10,000 Island Project
Seymour has some very good friends in far away places. The students of Susan Kosko's 2nd, 3rd and 4th grade reading classes at Crafton Elementary School in Pittsburgh, PA are the first in the nation to come to Seymour's aid in his time of need. Within days of hearing about Seymour's injury, these fine young people moved into action and before the week was out had already raised more than one hundred dollars towards Seymour's rescue and rehabilitation.
Seymour will need all the help he can get: one dolphin named Ginger that was cared for at the Mote Dolphin and Whale Hospital ate nearly 4000 live pinfish during her stay - that's 35 pinfish fed five times a day at about $1.00 a pinfish. Also there usually isn't much funding from official sources for rescues - most of those involved volunteer their time and expertise.
The story of how a dolphin named Seymour found such good friends at an elementary school in Pennsylvania starts six years ago. It was then that Chris Desmond partnered with Rocky Beaudry of Sea Excursions to begin the 10,000 Island Dolphin Project, an eco-tour that would involve the public in the effort to document the local population of bottlenose dolphins using a photo identification technique that folks at the Sarasota Dolphin Research Program had developed forty years before and used to such good effect in Sarasota Bay.
On the first trip of the newly christened M/V Dolphin Explorer a young calf was seen foraging in shallow water with its mother. We named it Seymour because in the days and months to come we would see it more often than any other dolphin.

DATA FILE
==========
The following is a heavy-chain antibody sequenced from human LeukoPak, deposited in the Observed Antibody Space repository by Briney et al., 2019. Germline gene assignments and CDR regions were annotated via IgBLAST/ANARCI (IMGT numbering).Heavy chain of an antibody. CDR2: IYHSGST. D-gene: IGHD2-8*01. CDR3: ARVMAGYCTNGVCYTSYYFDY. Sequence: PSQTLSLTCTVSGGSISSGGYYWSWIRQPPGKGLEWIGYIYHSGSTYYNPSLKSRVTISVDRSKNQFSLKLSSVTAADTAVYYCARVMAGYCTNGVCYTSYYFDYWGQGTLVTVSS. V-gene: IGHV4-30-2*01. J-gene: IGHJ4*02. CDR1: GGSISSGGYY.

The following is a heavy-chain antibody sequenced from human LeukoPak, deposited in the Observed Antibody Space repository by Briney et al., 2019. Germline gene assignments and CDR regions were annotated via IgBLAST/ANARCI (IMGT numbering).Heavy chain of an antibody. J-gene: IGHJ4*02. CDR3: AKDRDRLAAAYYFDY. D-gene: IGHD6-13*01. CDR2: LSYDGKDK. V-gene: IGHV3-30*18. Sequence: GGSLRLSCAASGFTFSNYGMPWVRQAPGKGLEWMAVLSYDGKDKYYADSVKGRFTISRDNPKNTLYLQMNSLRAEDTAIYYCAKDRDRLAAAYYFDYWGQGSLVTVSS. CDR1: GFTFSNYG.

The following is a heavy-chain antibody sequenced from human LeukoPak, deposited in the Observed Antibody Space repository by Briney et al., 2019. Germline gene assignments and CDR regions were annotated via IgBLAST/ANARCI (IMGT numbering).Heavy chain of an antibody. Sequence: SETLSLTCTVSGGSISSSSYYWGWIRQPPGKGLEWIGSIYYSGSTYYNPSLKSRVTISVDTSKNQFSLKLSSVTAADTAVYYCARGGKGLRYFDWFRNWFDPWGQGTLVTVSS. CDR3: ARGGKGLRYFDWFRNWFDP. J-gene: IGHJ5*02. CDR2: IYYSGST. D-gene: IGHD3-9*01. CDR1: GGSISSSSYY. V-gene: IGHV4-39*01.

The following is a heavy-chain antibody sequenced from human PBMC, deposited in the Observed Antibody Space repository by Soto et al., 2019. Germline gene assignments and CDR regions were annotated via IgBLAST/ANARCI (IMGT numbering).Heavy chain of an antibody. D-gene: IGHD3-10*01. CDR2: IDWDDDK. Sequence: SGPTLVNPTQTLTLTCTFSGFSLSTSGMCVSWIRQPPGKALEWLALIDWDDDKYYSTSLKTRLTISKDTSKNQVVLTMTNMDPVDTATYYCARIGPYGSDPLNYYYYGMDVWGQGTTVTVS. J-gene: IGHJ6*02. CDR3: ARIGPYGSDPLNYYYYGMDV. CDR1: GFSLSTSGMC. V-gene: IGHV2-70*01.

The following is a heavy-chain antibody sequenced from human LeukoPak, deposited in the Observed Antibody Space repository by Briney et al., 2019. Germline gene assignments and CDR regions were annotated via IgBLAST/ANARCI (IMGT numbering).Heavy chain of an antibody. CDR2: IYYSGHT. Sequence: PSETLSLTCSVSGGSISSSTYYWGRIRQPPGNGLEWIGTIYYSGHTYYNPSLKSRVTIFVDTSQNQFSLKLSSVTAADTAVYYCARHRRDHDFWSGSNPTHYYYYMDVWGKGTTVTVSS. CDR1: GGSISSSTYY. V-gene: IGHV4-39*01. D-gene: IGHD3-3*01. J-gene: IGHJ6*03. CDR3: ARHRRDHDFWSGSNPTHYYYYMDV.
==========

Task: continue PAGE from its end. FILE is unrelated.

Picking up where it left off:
Five years later, Seymour's mother has had two more calves, Seymour is on his own and the Dolphin Project is thriving when a remarkable teacher named Susan Kosovo joins us for a survey trip while vacationing on Marco Island. Since that trip , Susan and Chris stayed in touch and developed a way for her students, hundreds of miles away in land locked Pennsylvania, to participate in the dolphin project. Available internet technologies like Skype and Ipads bring them on our boat and us into their classroom.
Using Skype, our biologist and naturalist James Livacarri calls them up from the boat several times a week and they have a conversation about some aspect of the local bottlenose dolphins and their habitat. Sometimes the kids get to see the dolphins in action. Susan develops lesson plans, activities and reading matierials related to the talks. Across town, Laurie Zimmerman at Carnagie Elementary does the same thing with her 3rd and 4th grade classes. Both classes named dolphins born this year after their schools.
During one recent discussion James talked to the students about human impacts on bottlenose dolphins and the dangers of feeding dolphins and monofilament line and other litter in their habitat. He used Seymour's injury as an example of the some of the dangers that dolphins face.
And then something remarkable and remakably hopeful happened: the students got to work on doing what they could to save this dolphin. Within a few days, these kids who are not much older than Seymour, proudly announced to James that they had raised over a hundred dollars to help in the rescue and rehabilitation of Seymour. Their teacher Susan is working with local Pizza Hut to widen the effort. Their spirit has inspired us on the Dolphin Explorer to begin a fund raising effort in our area to help Seymour.
Who says kids can't make a difference?